Since its launch in 2008, the Fermi space telescope has recorded hundreds of gamma-ray bursts (GRBs), flashes of light that, for just a few seconds or minutes, are the brightest objects in the Universe. And now the telescope is yielding data that is starting to explain the mechanisms that unleash these beam-like jets of light, which are thought to emanate from the poles of a spinning star as it collapses to form a black hole and explode in a supernova.
On 7 May, at the 2012 meeting of the Fermi/Swift GRB conference in Munich, Germany, members of the Fermi team showed evidence that the gamma rays were not being generated through the commonly invoked process of synchrotron radiation, where electrons emit light as they are accelerated in shockwaves rippling out from the explosion. Instead, most of the light is coming from a seemingly more obvious place: originating in thermal emissions at the surface of the fireball. Just as the Sun’s yellow light emanates from its photosphere (the surface region from which the externally perceived light of a star originates), so too are the GRBs arising mostly as thermal emissions from the photosphere of a fireball expanding at nearly the speed of light.
“It’s a big paradigm shift because everyone thought it was synchrotron radiation for 20 years,” says Jochen Greiner, an astronomer at the Max Planck Institute for Extraterrestrial Physics in Garching, Germany, and one of the leaders of the team in charge of the GRB monitor on Fermi.
The reason the synchrotron-emission mechanism held such sway was because nothing else seemed to be able to create the broad GRB spectra that earlier satellites had detected. The spectra from individual bursts come in many shapes and sizes, but taken together, there seemed to be a distinct shape: a broad rising power law at lower frequencies, and then another decreasing power law as the the intensity of the light fell off at higher frequencies. Synchrotron radiation seemed like a good first approximation. “That’s the curse of the field — that this model had fitted so well,” says Felix Ryde, a gamma-ray astronomer at the Royal Institute of Technology in Stockholm.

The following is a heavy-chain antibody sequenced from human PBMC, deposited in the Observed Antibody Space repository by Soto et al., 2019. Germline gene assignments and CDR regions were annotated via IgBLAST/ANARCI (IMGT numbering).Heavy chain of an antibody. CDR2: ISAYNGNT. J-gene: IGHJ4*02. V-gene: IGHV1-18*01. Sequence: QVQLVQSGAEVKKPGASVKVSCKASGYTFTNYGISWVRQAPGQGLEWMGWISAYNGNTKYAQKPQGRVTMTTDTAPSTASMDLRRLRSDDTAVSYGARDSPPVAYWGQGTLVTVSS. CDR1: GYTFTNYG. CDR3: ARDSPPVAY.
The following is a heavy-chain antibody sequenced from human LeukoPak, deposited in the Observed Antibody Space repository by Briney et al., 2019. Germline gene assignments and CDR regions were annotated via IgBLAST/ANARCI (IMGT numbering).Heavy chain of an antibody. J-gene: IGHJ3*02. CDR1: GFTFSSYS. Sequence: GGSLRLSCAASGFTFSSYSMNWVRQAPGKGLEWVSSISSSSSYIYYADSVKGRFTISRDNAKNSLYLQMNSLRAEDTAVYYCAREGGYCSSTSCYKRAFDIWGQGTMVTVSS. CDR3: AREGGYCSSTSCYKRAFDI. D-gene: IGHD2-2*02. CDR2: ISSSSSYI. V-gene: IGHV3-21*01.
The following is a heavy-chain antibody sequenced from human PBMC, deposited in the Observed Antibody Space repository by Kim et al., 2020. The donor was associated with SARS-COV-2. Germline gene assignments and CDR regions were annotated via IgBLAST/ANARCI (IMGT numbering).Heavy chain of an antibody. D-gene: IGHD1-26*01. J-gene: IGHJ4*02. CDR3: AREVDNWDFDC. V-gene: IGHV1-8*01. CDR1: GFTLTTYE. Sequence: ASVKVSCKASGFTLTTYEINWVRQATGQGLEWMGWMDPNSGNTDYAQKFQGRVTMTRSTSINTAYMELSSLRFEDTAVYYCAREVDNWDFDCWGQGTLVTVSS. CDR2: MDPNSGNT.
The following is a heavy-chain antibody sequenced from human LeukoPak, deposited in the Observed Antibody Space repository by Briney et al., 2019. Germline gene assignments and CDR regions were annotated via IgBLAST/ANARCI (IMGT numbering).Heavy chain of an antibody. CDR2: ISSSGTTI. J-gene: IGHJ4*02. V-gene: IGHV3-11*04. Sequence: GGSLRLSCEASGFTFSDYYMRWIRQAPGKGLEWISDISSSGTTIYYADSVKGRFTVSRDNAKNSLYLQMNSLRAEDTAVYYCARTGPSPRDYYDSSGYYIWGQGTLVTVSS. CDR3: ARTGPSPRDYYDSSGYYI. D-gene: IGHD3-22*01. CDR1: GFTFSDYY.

But at the GRB meeting, Sylvain Guiriec, a Fermi team member at the Goddard Spaceflight Center in Greenbelt, Maryland, said that within Fermi’s cache of data he had found about a dozen GRBs that were bright enough to be teased apart into high-resolution spectra. And in the middle of each of these spectra, Guiriec says, there is a tiny extra hump on top of the broad power-law arms — the tell-tale sign of thermal emission (see Hot spots).
The field has also been helped along by an important theoretical breakthrough. For many years, the potential contributions of a thermally emitting photosphere of the expanding fireball were dismissed because it was assumed that it would have the narrow spectral shape of a perfect black body, like that of a static, spherical body such as the Sun, and unlike the broad shape of the GRB spectra. But Ryde points out that the fast-moving cone of a GRB is decidedly neither smooth nor static. He says that recent theoretical calculations show how thermal emissions can account for the bulk of the overall GRB spectrum, even if the broad shape initially favoured the idea of synchrotron emission.
Davide Lazzati, a theorist at North Carolina State University in Raleigh, says that there will still be room for synchrotron radiation to contribute to the total gamma-ray flux, particularly at lower frequencies. And at the highest frequencies, Lazzati would invoke an altogether different emission mechanism: inverse Compton scattering, where energetic electrons knock into a photon and bump it up to higher energies. But at least, he says, the field is getting over its long-held dogma and is starting to glimpse the wildly different ingredients that go into the making of a gamma-ray burst. "It's like a minestrone," he says.
- Journal name: